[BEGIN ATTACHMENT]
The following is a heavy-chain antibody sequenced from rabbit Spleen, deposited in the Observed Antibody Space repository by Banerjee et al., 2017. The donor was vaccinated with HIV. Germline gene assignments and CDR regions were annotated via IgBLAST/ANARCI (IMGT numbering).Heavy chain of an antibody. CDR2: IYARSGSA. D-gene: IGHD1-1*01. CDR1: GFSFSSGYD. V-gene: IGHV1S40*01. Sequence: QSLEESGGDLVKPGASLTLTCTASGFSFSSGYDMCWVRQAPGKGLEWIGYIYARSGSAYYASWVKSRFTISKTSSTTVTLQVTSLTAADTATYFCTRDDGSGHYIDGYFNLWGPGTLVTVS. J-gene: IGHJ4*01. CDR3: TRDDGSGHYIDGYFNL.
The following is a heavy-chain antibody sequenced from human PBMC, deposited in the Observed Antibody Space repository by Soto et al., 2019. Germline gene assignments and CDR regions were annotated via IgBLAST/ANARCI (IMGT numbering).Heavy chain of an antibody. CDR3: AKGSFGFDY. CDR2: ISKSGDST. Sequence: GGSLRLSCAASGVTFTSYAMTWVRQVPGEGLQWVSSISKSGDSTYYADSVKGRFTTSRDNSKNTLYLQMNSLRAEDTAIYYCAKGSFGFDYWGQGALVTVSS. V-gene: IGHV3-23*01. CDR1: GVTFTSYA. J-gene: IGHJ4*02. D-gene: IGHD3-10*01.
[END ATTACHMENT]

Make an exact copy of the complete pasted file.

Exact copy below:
The following is a heavy-chain antibody sequenced from rabbit Spleen, deposited in the Observed Antibody Space repository by Banerjee et al., 2017. The donor was vaccinated with HIV. Germline gene assignments and CDR regions were annotated via IgBLAST/ANARCI (IMGT numbering).Heavy chain of an antibody. CDR2: IYARSGSA. D-gene: IGHD1-1*01. CDR1: GFSFSSGYD. V-gene: IGHV1S40*01. Sequence: QSLEESGGDLVKPGASLTLTCTASGFSFSSGYDMCWVRQAPGKGLEWIGYIYARSGSAYYASWVKSRFTISKTSSTTVTLQVTSLTAADTATYFCTRDDGSGHYIDGYFNLWGPGTLVTVS. J-gene: IGHJ4*01. CDR3: TRDDGSGHYIDGYFNL.
The following is a heavy-chain antibody sequenced from human PBMC, deposited in the Observed Antibody Space repository by Soto et al., 2019. Germline gene assignments and CDR regions were annotated via IgBLAST/ANARCI (IMGT numbering).Heavy chain of an antibody. CDR3: AKGSFGFDY. CDR2: ISKSGDST. Sequence: GGSLRLSCAASGVTFTSYAMTWVRQVPGEGLQWVSSISKSGDSTYYADSVKGRFTTSRDNSKNTLYLQMNSLRAEDTAIYYCAKGSFGFDYWGQGALVTVSS. V-gene: IGHV3-23*01. CDR1: GVTFTSYA. J-gene: IGHJ4*02. D-gene: IGHD3-10*01.